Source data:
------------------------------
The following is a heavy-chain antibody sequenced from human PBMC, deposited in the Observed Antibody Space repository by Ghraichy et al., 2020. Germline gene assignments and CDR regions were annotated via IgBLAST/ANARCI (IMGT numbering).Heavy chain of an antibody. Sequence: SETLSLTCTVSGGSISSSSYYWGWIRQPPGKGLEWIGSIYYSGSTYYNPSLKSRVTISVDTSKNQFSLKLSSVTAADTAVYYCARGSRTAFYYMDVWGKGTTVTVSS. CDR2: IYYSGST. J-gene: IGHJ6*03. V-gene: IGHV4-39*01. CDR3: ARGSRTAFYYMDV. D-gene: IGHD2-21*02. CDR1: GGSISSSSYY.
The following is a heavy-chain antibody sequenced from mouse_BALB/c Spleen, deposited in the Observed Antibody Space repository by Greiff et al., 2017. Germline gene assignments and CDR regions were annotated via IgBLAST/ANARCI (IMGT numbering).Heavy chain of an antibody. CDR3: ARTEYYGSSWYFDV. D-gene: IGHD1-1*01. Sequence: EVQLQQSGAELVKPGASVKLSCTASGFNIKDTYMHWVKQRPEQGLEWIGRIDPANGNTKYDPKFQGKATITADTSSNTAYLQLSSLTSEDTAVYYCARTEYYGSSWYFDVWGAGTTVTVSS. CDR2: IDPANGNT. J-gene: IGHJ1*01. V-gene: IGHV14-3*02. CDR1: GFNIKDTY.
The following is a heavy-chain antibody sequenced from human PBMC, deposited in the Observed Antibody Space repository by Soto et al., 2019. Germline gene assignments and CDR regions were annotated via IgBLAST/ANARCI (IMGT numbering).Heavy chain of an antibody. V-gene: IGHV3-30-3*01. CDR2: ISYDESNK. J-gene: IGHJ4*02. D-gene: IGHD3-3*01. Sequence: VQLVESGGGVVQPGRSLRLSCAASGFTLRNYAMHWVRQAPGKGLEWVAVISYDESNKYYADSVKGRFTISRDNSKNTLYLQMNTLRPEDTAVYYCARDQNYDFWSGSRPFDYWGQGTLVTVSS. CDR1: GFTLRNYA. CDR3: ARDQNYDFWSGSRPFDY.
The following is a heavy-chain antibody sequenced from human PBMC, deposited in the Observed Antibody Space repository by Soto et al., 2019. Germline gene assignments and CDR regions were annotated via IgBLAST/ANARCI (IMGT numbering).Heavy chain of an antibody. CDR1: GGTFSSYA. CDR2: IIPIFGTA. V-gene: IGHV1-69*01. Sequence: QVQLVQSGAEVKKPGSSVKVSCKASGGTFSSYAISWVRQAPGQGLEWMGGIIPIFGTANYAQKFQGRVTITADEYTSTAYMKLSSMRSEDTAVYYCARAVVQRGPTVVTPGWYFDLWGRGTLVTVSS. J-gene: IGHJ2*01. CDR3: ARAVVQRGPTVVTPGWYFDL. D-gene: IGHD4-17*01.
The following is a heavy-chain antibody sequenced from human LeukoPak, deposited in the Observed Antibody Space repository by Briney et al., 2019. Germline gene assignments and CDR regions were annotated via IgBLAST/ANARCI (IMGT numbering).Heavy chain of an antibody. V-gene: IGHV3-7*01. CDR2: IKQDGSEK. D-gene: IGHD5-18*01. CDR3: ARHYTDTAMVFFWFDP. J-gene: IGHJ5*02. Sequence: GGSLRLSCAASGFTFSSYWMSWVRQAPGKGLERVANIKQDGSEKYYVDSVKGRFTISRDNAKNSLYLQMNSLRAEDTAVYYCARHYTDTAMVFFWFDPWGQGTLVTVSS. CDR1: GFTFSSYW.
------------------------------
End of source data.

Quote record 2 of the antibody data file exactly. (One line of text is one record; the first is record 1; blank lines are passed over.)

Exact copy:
The following is a heavy-chain antibody sequenced from mouse_BALB/c Spleen, deposited in the Observed Antibody Space repository by Greiff et al., 2017. Germline gene assignments and CDR regions were annotated via IgBLAST/ANARCI (IMGT numbering).Heavy chain of an antibody. CDR3: ARTEYYGSSWYFDV. D-gene: IGHD1-1*01. Sequence: EVQLQQSGAELVKPGASVKLSCTASGFNIKDTYMHWVKQRPEQGLEWIGRIDPANGNTKYDPKFQGKATITADTSSNTAYLQLSSLTSEDTAVYYCARTEYYGSSWYFDVWGAGTTVTVSS. CDR2: IDPANGNT. J-gene: IGHJ1*01. V-gene: IGHV14-3*02. CDR1: GFNIKDTY.